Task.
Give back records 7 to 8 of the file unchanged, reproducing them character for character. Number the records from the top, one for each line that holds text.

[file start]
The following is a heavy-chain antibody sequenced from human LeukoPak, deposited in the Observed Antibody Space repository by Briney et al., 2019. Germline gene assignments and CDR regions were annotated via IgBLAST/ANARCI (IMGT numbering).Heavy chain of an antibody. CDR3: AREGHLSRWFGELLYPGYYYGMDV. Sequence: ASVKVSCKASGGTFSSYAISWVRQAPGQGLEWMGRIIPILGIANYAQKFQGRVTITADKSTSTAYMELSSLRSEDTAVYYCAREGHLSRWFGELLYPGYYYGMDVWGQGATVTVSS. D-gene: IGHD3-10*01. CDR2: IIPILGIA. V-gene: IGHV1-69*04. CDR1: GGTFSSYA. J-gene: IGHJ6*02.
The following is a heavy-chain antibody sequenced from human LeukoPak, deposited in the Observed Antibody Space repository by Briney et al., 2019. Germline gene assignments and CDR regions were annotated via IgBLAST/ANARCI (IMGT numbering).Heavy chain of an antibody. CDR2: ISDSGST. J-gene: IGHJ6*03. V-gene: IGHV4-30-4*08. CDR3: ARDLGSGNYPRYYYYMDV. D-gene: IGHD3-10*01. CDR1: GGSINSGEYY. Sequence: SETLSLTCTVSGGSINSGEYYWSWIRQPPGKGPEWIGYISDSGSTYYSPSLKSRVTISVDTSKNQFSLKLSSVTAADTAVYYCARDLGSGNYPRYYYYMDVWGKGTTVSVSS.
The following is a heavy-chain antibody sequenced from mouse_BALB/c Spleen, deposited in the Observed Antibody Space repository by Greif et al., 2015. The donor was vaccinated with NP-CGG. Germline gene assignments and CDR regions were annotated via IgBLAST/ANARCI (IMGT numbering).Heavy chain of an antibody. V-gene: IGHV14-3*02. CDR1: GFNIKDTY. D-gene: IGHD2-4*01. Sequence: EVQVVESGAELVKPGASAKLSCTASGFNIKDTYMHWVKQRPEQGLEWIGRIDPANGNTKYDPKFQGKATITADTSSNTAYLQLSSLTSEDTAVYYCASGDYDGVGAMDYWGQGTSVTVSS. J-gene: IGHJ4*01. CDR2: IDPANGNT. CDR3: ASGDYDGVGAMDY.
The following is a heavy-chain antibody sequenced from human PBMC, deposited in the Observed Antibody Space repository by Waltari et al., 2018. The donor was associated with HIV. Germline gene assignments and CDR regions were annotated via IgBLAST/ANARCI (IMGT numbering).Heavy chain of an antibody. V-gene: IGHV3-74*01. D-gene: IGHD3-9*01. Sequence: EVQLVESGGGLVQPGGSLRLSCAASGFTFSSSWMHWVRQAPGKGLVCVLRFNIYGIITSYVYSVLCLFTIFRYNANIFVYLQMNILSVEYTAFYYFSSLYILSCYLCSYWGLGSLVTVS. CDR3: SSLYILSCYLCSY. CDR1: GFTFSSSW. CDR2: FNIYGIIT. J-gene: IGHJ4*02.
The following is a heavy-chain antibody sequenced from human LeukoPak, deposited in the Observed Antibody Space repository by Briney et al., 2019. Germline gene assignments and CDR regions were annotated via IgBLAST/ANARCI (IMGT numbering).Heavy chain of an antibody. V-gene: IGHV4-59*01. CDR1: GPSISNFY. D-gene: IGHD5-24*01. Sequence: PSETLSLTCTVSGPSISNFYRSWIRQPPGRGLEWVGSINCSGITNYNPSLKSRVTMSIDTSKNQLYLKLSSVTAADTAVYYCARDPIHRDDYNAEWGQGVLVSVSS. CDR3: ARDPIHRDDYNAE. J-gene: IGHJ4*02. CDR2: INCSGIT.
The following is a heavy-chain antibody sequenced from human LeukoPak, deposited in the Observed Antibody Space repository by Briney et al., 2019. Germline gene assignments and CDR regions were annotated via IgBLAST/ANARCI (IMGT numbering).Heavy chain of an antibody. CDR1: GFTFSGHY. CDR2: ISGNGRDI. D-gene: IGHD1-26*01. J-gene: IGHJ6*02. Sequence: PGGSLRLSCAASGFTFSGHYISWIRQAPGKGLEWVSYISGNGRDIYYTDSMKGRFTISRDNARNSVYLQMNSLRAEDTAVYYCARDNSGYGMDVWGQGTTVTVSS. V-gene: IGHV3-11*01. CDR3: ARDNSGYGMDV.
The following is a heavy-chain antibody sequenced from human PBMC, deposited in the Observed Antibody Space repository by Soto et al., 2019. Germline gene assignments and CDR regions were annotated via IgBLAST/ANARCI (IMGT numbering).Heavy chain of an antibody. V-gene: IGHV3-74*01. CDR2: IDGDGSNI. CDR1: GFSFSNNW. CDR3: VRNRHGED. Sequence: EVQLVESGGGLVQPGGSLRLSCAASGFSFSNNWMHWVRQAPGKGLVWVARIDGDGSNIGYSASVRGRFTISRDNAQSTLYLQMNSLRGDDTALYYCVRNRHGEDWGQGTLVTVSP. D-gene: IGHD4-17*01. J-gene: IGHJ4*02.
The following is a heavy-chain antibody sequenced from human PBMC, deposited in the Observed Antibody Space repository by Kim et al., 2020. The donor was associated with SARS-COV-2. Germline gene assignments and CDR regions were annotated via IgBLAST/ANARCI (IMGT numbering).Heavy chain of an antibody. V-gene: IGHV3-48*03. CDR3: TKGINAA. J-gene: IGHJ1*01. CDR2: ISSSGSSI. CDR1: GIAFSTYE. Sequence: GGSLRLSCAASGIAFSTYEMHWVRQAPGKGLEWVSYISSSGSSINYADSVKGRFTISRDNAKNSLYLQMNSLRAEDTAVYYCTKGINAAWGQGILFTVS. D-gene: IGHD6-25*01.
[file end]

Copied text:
The following is a heavy-chain antibody sequenced from human PBMC, deposited in the Observed Antibody Space repository by Soto et al., 2019. Germline gene assignments and CDR regions were annotated via IgBLAST/ANARCI (IMGT numbering).Heavy chain of an antibody. V-gene: IGHV3-74*01. CDR2: IDGDGSNI. CDR1: GFSFSNNW. CDR3: VRNRHGED. Sequence: EVQLVESGGGLVQPGGSLRLSCAASGFSFSNNWMHWVRQAPGKGLVWVARIDGDGSNIGYSASVRGRFTISRDNAQSTLYLQMNSLRGDDTALYYCVRNRHGEDWGQGTLVTVSP. D-gene: IGHD4-17*01. J-gene: IGHJ4*02.
The following is a heavy-chain antibody sequenced from human PBMC, deposited in the Observed Antibody Space repository by Kim et al., 2020. The donor was associated with SARS-COV-2. Germline gene assignments and CDR regions were annotated via IgBLAST/ANARCI (IMGT numbering).Heavy chain of an antibody. V-gene: IGHV3-48*03. CDR3: TKGINAA. J-gene: IGHJ1*01. CDR2: ISSSGSSI. CDR1: GIAFSTYE. Sequence: GGSLRLSCAASGIAFSTYEMHWVRQAPGKGLEWVSYISSSGSSINYADSVKGRFTISRDNAKNSLYLQMNSLRAEDTAVYYCTKGINAAWGQGILFTVS. D-gene: IGHD6-25*01.